The difference between doing the best you can and just getting through it is often measured in minutes, if not seconds. A sloppy warmup takes me fifteen minutes. A perfect warmup takes me seventeen minutes. Two minutes to do it right.
This one is important, and you have to always tie it back into Be Intentional. Because it’s not just about the big things. It’s about everything. Walking the dog. Loading the dishwasher. Tying your shoes.
Do everything the absolute best you can, always.
Learn and Live the Serenity Prayer
For the couple of you that don’t know it.
Grant me the serenity to accept the things I cannot change, the courage to change the things I can, and the wisdom to know the difference. You can add God to the beginning or leave it out, your preference, based on your beliefs. Of course, grant me is implying some sort of higher power with the ability to grant things.
But at the end of the day, you have to be our own higher power. You have to do these things for yourself. Every one of these things is a thing you can change if you only have the courage. And there ain’t no wizard behind the curtain. Just like the Cowardly Lion, you already have the courage, you always have. You just didn’t use it.
You can change almost anything about yourself. What you can’t change are the people around you. You have to accept them. Now, I know some of you are thinking, yeah, I can change the people around me, I can move somewhere else. But trust me when I say this, you will still be you, and that’s where the problem is.
That doesn’t mean, stay stuck in a poisonous environment. If your job or relationship is causing you grief or pain, have the courage to change it.
But if that displeasure is based on the fact that no one will do things the way you want them to, get over yourself. Have the serenity to accept the people you cannot change, and have the courage to change the only person you can. And from that will come great wisdom.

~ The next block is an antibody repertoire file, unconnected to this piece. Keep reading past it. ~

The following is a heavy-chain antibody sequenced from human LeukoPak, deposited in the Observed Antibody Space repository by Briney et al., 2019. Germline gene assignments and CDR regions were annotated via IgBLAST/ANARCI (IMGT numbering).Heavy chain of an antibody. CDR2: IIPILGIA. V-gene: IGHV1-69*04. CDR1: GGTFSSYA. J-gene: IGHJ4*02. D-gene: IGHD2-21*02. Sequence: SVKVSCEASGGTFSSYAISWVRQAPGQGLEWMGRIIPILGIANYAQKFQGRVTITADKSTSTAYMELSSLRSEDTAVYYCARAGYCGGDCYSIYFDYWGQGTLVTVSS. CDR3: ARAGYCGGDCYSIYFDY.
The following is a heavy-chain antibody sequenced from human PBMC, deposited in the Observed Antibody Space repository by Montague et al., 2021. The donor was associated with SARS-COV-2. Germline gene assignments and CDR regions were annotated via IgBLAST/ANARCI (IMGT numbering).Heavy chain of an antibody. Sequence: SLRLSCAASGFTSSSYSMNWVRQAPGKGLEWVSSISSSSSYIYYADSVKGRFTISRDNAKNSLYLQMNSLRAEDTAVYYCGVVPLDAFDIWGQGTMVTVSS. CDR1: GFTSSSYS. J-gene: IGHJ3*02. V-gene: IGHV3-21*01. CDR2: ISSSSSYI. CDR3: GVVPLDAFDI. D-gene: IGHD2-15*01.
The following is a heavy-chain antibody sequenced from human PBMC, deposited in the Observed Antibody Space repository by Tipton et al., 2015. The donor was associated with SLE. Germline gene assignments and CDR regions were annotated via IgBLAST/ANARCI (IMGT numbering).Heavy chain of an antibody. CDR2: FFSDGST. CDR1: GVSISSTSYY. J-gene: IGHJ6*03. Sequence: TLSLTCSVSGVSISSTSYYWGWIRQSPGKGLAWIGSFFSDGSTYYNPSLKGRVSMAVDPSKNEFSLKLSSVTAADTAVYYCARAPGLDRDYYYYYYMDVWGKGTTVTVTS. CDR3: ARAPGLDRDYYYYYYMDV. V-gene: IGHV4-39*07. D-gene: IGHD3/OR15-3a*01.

Learn and live the serenity prayer.
I had outlined this article and begun the first draft when I stopped to do my morning guitar practice. And halfway through my warmup, every one of these points was driven home to me. Because suddenly, I realized I was ignoring all six of them. At the same time.
I was fumbling through my exercises, but I was thinking about this article.
Thinking about it instead of living it.
I wasn’t living in the present. I was thinking about the past when I outlined this article and the future when I would complete it.
I had stopped learning. Learning requires a concious effort. You have to pay attention. You have to…
Be intentional. I wasn’t. I was hitting most notes on most strings, but only from muscle memory. Playing any musical instrument absolutely requires that you be intentional. About every note, every movement.
I certainly wasn’t being who I want to be. Who I want to be is a great guitarist. Hell, who I want to be is a good guitarist, a competent guitarist. And I’ve listened to hundreds of them since I began this journey. And not one of them fumbled through a half-assed performance.
Do the next right thing? That should have been easy. The next right thing was one note on one string. I wasn’t doing that. I was doing something else while my hands did some things right and most things wrong.
So, I stopped for a moment and took a deep breath. This was something I could change, and it didn’t require much courage. All it needed was that I be the absolute best I could at what I was doing.
Save this article. When you get through mid-January and those New Year’s resolutions begin to fall one by one, come back to it. Think about what those resolutions meant to you and how they fit into the principles outlined in this article.
Now, start over. Groundhog Day Resolutions are just as good.